It's not necessarily appropriate to
define what “TSUJIGAHANA” is because there are few remaining data
and existing kosode (short-sleeved kimono), but tsuji-ga-hana may
be defined as “what is used on the premise of tie-dyeing with drawing
pictures, impressing foil, and embroidering”.
Tie-dyeing, which forms the basis of tsujigahana, has been traditional
way of dyeing from Nara Period in Japan. There are various ways
from those of basic and easy such as tying and bundling to those
of difficult such as sawing outline of design and tying, and dyeing
in different colors. The latter one is called “koukechi”, which
is the way that prevents dye stuff from penetrating a textile.
In concrete terms, advanced techniques, such as complicated sawing,
tying and tightening, and take-kawa-shibori (tying with a bamboo
leaf), are used. In the case of making dappled cloth, which has
tiny pattern, we only need to tie textiles with a thread, but when
to make big design, the techniques of maki-age-shibori (coiling
up tying) and take-kawa-shibori are used. When we dye textiles in
different colors, the technique of oke-shibori (tying with tub)
is the way that protect against dyeing by coiling up a part. Take-kawa-shibori
is the way that protect against dyeing by covering a part with a
bamboo leaf. Bamboo leaves are now replaced by easy-to-use plastic.
Oke-shibori is the way that protect against dyeing by putting a
part in a tub.
The name “tsuji-ga-hana” first emerged on a literature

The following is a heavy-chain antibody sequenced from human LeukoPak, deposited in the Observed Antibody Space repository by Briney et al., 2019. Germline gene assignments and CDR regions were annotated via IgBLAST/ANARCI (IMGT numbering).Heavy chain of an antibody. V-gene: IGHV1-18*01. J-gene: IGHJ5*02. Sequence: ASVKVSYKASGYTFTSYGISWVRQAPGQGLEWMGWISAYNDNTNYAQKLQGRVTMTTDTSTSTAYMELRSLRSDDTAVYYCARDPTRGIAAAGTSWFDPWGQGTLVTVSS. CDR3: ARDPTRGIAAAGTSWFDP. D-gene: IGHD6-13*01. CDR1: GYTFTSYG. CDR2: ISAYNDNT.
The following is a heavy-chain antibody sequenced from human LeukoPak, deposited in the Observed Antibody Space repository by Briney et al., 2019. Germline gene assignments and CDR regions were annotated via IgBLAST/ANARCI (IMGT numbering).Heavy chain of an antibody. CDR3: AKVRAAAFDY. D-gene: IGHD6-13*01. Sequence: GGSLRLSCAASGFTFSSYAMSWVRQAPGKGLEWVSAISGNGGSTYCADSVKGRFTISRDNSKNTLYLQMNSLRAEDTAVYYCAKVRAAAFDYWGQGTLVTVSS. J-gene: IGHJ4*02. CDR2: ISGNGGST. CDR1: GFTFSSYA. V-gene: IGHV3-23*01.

in the late 15th century. A literature says in 1596, Toyotomi Hideyoshi
presented tsujigahana to an emissary from Ming as his/her farewell
present. Tsuji-ga-hana, which range from simple tie-dyeing to impressing
foil and embroidered gorgeous one, became fashionable in the public
after a century from its birth. Simultaneously, the name “tsujigahana”
seemed to have become popular as we associate kimono with “Yuzen”.
As we see in kosode of katsurame (woman merchant), battle surcoat,
remaining kimono in Tokugawa, and so on, the height was about from
the Momoyama period to the Edo period. By improvement of Yuzen dyeing,
tsuji-ga-hana lost its significance of existence and died out in
course of time.
Recent years, though “tsujigahana” has been becoming public knowledge
by receiving media exposure, it seems that tsuji-ga-hana is merely
one of the designs; however, “tsujigahana” is consistently “tie-dyeing”.
Tsujigahana is the technique which maximizes essential beauty
of tie-dyeing by drawing pictures and impressing foil.